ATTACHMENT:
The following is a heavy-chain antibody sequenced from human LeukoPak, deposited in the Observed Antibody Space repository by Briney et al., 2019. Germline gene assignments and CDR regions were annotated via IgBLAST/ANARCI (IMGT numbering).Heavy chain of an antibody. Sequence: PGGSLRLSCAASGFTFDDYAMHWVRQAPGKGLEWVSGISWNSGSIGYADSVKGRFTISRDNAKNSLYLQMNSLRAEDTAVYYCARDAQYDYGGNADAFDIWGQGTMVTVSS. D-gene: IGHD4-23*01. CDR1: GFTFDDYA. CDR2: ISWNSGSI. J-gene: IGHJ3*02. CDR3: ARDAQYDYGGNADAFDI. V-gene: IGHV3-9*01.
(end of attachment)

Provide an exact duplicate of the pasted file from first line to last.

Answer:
The following is a heavy-chain antibody sequenced from human LeukoPak, deposited in the Observed Antibody Space repository by Briney et al., 2019. Germline gene assignments and CDR regions were annotated via IgBLAST/ANARCI (IMGT numbering).Heavy chain of an antibody. Sequence: PGGSLRLSCAASGFTFDDYAMHWVRQAPGKGLEWVSGISWNSGSIGYADSVKGRFTISRDNAKNSLYLQMNSLRAEDTAVYYCARDAQYDYGGNADAFDIWGQGTMVTVSS. D-gene: IGHD4-23*01. CDR1: GFTFDDYA. CDR2: ISWNSGSI. J-gene: IGHJ3*02. CDR3: ARDAQYDYGGNADAFDI. V-gene: IGHV3-9*01.